One of the figures in Krimes’ and Manjarris’ piece

On September 9, artists Jason Krimes and Michael Manjarris placed eleven steel statues onto pedestals along the Elysian Fields Avenue neutral ground. The purpose? To commemorate the eleven workers killed in the Deepwater Horizon oil rig explosion in early 2010.[1]

Each figure stands approximately human-height, weighs 500 pounds, and had to be placed on its podium with a forklift, and by casually glancing at the work, one realizes that each piece is not simply steel and concrete.[2]

It is apparent that each figure carries with it a meaning beyond the metal, a hidden significance. The sculpture provides no insight to its importance. There are no plaques reciting the piece’s history, no descriptions of any kind.

Krimes explains that he chose not to include markers or words of any kind on the piece because he would like to keep the work mysterious, inviting interested viewers to look up the significance of ‘ELEVEN’ and in the process educating themselves on the 2010 tragedy, thus raising awareness for the victims of the explosion.[3]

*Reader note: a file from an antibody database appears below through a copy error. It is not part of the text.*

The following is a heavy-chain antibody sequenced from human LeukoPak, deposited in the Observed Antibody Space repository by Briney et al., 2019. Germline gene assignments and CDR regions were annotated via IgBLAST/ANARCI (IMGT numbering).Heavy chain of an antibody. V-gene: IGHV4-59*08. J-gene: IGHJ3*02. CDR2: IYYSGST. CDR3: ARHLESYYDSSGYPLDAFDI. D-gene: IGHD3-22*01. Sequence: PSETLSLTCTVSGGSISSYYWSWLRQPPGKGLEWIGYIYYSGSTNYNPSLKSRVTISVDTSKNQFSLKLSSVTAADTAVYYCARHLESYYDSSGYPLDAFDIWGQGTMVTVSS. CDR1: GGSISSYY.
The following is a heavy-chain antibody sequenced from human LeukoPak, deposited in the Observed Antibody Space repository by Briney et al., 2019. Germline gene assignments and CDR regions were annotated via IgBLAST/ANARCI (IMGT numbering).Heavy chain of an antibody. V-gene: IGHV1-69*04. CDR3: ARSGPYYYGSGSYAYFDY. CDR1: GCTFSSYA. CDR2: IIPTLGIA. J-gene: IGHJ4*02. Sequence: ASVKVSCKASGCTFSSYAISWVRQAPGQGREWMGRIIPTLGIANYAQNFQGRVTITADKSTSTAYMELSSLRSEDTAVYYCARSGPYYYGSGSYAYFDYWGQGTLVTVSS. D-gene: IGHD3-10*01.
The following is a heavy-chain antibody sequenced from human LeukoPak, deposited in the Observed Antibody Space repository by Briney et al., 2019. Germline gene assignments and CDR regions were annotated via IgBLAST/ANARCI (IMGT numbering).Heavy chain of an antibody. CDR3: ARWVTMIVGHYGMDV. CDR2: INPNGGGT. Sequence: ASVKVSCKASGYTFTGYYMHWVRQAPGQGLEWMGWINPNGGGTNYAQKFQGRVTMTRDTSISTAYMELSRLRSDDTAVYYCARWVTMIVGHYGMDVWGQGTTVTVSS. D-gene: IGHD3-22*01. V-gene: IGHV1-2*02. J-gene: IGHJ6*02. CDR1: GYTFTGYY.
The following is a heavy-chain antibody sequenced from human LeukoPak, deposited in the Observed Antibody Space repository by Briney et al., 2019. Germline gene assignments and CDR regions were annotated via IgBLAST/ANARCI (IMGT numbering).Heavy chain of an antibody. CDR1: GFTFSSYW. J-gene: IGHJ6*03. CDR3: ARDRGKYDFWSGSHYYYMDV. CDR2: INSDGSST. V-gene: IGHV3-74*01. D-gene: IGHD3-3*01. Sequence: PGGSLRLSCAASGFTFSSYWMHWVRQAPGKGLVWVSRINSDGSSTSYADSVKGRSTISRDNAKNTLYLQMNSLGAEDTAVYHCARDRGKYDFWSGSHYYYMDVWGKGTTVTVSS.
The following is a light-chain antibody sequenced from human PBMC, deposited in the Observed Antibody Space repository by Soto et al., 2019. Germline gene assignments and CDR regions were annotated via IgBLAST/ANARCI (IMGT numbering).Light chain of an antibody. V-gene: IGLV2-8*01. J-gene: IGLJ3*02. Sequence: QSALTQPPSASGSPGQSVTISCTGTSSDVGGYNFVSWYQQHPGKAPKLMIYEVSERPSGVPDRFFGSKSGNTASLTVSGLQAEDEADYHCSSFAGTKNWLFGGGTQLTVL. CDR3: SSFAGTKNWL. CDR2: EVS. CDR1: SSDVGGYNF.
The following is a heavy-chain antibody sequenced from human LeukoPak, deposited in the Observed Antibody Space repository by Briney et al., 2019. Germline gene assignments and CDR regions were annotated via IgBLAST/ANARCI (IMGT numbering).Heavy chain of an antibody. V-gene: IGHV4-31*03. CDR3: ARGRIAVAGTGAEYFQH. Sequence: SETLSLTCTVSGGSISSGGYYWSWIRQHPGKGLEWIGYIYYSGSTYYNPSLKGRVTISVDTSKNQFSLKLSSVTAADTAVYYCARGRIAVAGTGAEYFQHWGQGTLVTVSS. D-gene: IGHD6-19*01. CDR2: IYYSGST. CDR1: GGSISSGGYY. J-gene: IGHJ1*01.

Among those killed in the accident was the husband of Natalie Deason, 22-year-old Shane Rusto. Deason exclaimed that she fully supports the commemorative work of Krimes and Manjarris, and plans to bring her son, Blaine, to the sculpture soon.[4]

Truly, the work of Manjarris and Krimes offers a subtle artistic take on one of the most devastating natural-gas disasters of the modern era, while respectfully honoring those killed and presenting them as distinctly noble figures, their legacies etched in iron.

Krimes and Manjarris’ ‘ELEVEN’ leaves a resounding mark on all who visit the piece, and the story of the Deepwater Horizon can been seen in theaters September 30, 2016, starring Matt Damon as Mike Williams, one of the 115 survivors aboard the oil rig when it exploded.


From all of us here at Isidore Newman School, thank you for your service.









Edited by: Rebecca French